Figure 2. Morphology and aerophobicity of gel-coated electrodes. a) Experimental scheme for the fabrication of PAH hydrogel-coated electrodes. b) Top-view SEM image of the gel-coated Pt electrode. c) Elemental mapping images of gel-coated Pt electrodes: yellow for C and blue for Pt. d) FT-IR spectrum of the gel-coated Pt electrode. e) Static air contact angles of Ni and Pt electrodes before and after coating with PAH hydrogels at 1400 rpm. f) Photograph of the large-scale fabrication of gel-coated Pt electrode (100 cm2). g–i) Uniform coating of bubble-repellent PAH hydrogels on a large area was confirmed by (g, h) SEM and (i) static contact angle measurement. SEM and contact angles were measured at multiple locations, as shown in (f).
The application of the hydrogel-coated electrode system has yielded remarkable results. By expeditiously eliminating gas bubbles through the hydrophilic hydrogel coating, electrolytes could permeate the electrode promptly, thereby enhancing efficiency. The system achieved an impressive increase in gas production efficiency of up to 2.3 times when implemented with nickel and platinum catalysts, marking a significant advancement from 65.7 mA/cm² to 151.5 mA/cm².
Moreover, the prevention of gas accumulation on the electrode surface mitigates strain on the catalyst, reducing the risk of clumping or peeling and ensuring the long-term stability of the electrolytic system. This groundbreaking technology possesses the potential to revolutionize electrochemical gas generation reactions, particularly in water electrolysis, thus making a substantial contribution to the commercialization of green hydrogen.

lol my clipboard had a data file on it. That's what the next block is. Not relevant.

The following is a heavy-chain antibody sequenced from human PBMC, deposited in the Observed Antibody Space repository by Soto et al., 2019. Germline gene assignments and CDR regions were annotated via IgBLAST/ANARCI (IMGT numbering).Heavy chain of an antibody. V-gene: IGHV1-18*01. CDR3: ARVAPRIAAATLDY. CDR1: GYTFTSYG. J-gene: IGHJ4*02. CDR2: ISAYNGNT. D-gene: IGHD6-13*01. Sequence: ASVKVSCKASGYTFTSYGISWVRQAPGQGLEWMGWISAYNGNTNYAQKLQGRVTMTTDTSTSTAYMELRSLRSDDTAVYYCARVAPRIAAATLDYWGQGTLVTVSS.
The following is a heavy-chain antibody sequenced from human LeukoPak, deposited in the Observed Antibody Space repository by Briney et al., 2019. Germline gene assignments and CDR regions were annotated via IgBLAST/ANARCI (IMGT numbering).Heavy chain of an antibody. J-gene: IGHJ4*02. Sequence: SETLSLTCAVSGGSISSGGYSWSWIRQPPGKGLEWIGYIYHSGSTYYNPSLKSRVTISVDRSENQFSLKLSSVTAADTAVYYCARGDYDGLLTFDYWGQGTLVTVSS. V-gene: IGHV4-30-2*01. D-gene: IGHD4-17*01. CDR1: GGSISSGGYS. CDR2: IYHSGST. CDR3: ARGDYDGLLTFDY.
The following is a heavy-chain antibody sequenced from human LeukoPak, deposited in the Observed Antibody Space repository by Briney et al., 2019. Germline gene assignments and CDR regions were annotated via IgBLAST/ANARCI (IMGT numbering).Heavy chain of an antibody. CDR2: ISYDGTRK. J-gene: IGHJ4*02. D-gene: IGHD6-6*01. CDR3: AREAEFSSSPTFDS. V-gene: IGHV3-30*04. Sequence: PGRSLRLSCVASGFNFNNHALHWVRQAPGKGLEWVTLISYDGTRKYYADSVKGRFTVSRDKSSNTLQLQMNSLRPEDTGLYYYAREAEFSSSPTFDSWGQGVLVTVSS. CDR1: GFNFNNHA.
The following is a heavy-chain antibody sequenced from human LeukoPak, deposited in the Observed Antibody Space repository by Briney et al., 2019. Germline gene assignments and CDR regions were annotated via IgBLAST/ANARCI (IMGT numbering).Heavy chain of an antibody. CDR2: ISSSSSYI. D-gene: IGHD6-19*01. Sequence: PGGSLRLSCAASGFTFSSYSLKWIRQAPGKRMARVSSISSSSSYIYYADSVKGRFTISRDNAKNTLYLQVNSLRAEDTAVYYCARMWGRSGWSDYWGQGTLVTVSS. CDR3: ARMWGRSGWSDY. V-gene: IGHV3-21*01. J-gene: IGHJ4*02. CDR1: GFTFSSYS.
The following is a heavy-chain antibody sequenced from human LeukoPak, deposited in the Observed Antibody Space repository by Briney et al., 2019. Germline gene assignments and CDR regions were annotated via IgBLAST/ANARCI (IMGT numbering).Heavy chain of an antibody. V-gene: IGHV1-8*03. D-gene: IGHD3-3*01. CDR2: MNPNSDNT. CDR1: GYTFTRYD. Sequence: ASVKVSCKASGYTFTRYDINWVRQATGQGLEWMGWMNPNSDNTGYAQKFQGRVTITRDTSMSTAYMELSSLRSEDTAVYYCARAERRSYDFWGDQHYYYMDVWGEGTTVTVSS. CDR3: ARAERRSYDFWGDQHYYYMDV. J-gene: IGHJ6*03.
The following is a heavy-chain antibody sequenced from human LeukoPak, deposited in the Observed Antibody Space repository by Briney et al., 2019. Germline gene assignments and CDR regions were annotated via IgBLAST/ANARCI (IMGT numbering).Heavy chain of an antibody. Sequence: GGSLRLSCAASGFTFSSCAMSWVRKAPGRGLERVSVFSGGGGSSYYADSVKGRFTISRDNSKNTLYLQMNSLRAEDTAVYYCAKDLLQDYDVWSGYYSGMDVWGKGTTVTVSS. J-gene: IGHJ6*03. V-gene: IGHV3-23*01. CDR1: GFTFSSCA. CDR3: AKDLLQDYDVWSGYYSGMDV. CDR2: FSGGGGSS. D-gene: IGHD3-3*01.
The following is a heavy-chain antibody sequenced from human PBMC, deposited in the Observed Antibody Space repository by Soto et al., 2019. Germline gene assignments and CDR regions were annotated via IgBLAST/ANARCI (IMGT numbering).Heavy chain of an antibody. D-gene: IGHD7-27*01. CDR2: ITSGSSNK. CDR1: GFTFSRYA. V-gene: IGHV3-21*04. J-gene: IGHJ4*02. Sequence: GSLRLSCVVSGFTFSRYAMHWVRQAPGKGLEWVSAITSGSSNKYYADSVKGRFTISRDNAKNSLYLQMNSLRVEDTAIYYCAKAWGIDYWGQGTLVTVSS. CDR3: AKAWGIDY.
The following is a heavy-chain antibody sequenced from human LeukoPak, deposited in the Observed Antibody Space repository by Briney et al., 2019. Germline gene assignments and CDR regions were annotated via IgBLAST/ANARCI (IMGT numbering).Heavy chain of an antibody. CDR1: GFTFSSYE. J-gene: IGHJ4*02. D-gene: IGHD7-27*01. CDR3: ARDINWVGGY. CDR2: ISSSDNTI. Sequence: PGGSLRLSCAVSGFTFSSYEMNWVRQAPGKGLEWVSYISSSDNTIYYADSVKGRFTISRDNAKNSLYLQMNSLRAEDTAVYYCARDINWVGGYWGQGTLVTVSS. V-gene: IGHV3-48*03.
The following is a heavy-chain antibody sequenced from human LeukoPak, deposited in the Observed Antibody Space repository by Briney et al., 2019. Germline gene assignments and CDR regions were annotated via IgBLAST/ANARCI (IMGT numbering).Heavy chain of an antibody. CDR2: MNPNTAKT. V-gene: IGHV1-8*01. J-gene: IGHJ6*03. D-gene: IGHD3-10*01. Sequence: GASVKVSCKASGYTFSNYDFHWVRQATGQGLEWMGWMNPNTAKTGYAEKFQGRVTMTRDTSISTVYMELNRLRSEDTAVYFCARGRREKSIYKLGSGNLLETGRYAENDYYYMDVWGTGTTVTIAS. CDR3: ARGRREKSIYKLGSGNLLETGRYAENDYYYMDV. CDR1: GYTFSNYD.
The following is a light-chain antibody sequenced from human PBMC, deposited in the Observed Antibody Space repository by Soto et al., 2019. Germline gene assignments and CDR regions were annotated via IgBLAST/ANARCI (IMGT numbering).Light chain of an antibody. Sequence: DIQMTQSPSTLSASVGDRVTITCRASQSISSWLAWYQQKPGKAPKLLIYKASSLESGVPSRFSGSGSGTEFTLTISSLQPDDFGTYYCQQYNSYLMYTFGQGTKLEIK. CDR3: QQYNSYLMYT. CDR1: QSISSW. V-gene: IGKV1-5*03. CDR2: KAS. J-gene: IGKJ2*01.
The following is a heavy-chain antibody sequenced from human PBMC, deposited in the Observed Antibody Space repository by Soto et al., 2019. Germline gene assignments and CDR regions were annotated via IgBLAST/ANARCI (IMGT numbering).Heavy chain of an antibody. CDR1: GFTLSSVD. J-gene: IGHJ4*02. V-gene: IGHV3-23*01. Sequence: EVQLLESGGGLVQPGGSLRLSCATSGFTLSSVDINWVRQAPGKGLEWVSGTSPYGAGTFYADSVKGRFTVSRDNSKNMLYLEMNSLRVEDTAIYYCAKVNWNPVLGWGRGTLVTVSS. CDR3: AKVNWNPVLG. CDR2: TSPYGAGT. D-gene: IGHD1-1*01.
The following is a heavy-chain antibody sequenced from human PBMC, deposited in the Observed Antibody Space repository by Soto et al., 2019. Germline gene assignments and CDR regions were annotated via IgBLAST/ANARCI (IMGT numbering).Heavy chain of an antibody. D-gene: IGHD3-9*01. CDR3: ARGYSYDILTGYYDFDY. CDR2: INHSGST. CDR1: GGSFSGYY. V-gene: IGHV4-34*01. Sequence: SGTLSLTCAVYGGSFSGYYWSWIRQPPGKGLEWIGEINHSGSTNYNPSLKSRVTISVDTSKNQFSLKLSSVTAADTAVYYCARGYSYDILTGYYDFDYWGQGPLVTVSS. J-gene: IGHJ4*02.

Figure 3, Stability of the pristine and gel-coated Pt electrodes for HER. a) Chronopotentiograms of the pristine and gel-coated Pt electrodes at −150 and −200 mA cm−2 for 20 h. The inset images show the air contact angles of the gel-coated electrodes before and after CP analysis for 20 h. The inset graph shows prolonged durability for 10 days. b) SEM images of the corresponding electrodes before and after the stability tests for 20 h. c) Size distribution of Pt nanoparticles before and after the stability tests for HER. d) Pt contents in electrolytes before and after the stability test at −150 mA cm−2.
“This hydrogel-based technology represents a creative approach to significantly enhance the efficiency of electrochemical gas generation reactions,” noted Professor Ryu. “By applying hydrogel, a commonly used material in everyday products such as wet bands, cosmetics, and diapers, to electrodes, we can drive advancements in water electrolysis reactions and expedite the commercialization of green hydrogen.”
Yunseok Kang (Combined MS/Ph.D. Program of Energy and Chemical Engineering at UNIST), the first author of this study, played a vital role in this research endeavor. The findings of this groundbreaking study have been published in Advanced Functional Materials on September 29, 2023. This research project was made possible through the support of the Mid-Career Researcher Program, the Technology Development Program to Solve Climate Changes, and the Regional Leading Research Center (RLRC) project, funded by the National Research Foundation of Korea (NRF) and the Ministry of Science and ICT (MSIT).
Yunseok Kang, Seunghyun Lee, Seongsoo Han, et al., “Versatile, Stable, and Scalable Gel-Like Aerophobic Surface System (GLASS) for Hydrogen Production,” Adv. Funct. Mater., (2023).